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I’ve struggled this week – not because supplies are running out, far from it, I’ve got wild garlic coming out my ears; not because I’m running short of ideas, they’re still coming thick and fast; but because I sadly haven’t had enough time in the kitchen.

I fear the same may be true next week, the week before we move house and much of the kitchen is in boxes. I will soldier on and do my best to at least make a few wild garlic dishes. A girl has got to eat after all!

This is what we’ve been dining on this week:

Beetroot, feta and wild garlic sandwich. I really like the combination of salty feta and sweet beetroot with a grinding of black pepper, but a couple of wild garlic leaves is what had apparently been missing all this time.

Creamy wild garlic mushrooms on toast. Fried mushrooms, a few shredded wild garlic leaves, black pepper and crème fraiche. Simple. I had mine on toast for lunch but it would work equally well with pasta. Throw some chicken, bacon or ham in too if you want to make it meaty.

Wild garlic parathas with keema. The star of the week. Making parathas, if a little time-consuming, is quite therapeutic and most definitely worth the effort. I mixed shredded wild garlic leaves into the dough and next time would also try infusing the ghee with wild garlic for added flavour.

Wild garlic bread. Like garlic bread only better and slightly addictive! All the garlic flavour but none of the harshness you sometimes get with garlic bread.

Wild garlic guacamole and wild garlic salsa. Fresh accompaniments to our chilli con carne.

Chicken goujons in wild garlic crumbs with wild garlic coleslaw. Finger food for children and adults alike. You couldn’t particularly taste the garlic but it just added a little something very satisfying to the overall flavour of the dish. The wild garlic bread crumbs would work equally well for coating homemade fish fingers.

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Week two of my wild garlic challenge is behind me. It’s all going well, I’m still bursting with ideas and enthusiasm.

To answer those who’ve asked, I’m not bored of wild garlic yet and don’t worry that I will be. Once the season is over, I’ve got until next March to recover! I’m making the most of it whilst it’s here.

I’ve also enjoyed the talk on twitter this week about wild garlic, with people sharing their hunting grounds and recipes. There’s much interest and excitement out there and some wonderful suggestions too. Follow or join in with #wildgarlic.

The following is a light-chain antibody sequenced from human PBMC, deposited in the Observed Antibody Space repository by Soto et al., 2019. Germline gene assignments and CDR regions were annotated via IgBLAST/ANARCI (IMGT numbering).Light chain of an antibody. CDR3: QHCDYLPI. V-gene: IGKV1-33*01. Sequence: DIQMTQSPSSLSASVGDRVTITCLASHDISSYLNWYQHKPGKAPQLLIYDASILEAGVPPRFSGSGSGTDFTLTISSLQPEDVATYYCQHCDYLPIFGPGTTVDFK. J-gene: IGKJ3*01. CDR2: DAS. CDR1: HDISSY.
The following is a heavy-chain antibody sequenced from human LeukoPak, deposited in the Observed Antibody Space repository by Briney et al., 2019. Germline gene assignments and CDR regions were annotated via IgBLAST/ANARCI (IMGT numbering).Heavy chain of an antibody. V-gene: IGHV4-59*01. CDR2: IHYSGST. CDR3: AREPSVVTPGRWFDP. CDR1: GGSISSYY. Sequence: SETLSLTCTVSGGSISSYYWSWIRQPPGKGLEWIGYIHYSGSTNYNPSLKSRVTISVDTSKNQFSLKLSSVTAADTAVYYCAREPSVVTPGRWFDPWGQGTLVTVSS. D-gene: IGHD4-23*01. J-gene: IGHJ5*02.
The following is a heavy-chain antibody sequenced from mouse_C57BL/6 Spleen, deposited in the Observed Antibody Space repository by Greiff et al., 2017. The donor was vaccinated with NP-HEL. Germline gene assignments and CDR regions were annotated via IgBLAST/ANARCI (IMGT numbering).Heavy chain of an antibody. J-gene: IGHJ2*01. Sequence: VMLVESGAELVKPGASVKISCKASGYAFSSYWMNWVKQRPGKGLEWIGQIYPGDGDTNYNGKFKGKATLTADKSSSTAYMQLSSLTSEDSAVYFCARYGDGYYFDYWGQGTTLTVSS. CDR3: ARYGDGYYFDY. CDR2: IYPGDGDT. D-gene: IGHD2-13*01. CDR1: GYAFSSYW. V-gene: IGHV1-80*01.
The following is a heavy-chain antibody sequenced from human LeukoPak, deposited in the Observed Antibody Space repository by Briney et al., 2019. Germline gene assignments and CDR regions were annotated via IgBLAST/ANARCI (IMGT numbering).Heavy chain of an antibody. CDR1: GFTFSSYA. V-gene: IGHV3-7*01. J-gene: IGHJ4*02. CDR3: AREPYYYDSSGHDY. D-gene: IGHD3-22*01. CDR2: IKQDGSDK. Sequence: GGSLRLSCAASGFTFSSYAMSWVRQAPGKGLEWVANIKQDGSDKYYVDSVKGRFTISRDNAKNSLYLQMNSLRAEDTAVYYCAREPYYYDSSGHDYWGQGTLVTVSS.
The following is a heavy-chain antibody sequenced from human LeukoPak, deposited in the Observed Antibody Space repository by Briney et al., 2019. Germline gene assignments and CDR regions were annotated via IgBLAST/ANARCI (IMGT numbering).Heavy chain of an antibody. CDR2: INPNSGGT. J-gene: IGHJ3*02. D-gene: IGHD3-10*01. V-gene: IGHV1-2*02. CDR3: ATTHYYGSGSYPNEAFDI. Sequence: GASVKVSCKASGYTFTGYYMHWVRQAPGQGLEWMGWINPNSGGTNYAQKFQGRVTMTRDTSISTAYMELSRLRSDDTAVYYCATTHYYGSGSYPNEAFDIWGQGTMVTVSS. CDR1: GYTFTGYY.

In week two, we’ve been tucking into:

Lemon and ginger salmon with broccoli and wild garlic stir-fry. I used wild garlic leaves in the stir fry in a similar way to any Chinese leaf or spinach, gently wilting it in the heat and soy at the last minute.

Indian carrot salad with wild garlic. We had this salad with a spicy coconut and lamb curry, lemon and cashew nut rice, and tarka dhal. It was based on an Anjum Anand recipe from I Love Curry. The grated carrot is combined with crushed peanuts, lemon juice, coriander, mustard seeds and, in our case, wild garlic.

Mushroom and parmesan stuffed chicken breast wrapped in wild garlic and prosciutto. We had the stuffed and wrapped chicken with mash, spinach and mushroom sauce. This would make a simple yet stunning dinner party or special occasion dish.

Wild garlic mash. Wild garlic works incredibly well with mashed potato. Just like the eggs last week, potato and wild garlic have a real affinity with each other. I infused chopped wild garlic leaves in warm milk before adding to the mashed potato. It went really well with our casserole.

Linguine with wild garlic, hazelnut and rapeseed oil ‘pesto’. Wow! Delicious and yet powerful. This was the pungent dish of the week. I liked the idea of making a British ‘pesto’ by using a British produced oil instead of olive oil as well as hazelnuts rather than pine nuts, whilst the seasonal wild garlic replaced the basil.

Smoked trout pate with wild garlic. This pate is great as a starter, lunch or light supper. I added a hint of horseradish, chives and wild garlic to lift the flavour.

Pea soup with wild garlic jelly, crispy prosciutto, oven dried wild garlic leaf and wild garlic oil. My experimental, Heston Blumenthal-inspired, dish of the week. I got my hands on some agar-agar, a regular in his kitchen, and made a wild garlic jelly. It worked well but needs some refining to improve the flavour. Once perfected I think it could be used with roast chicken, with fish or perhaps even in a terrine. The wild garlic oil was a cracker though and needs no enhancement. Oven drying the wild garlic leaves intensified their flavour and added another texture along with the prosciutto. (Thanks to througheye for the photograph.)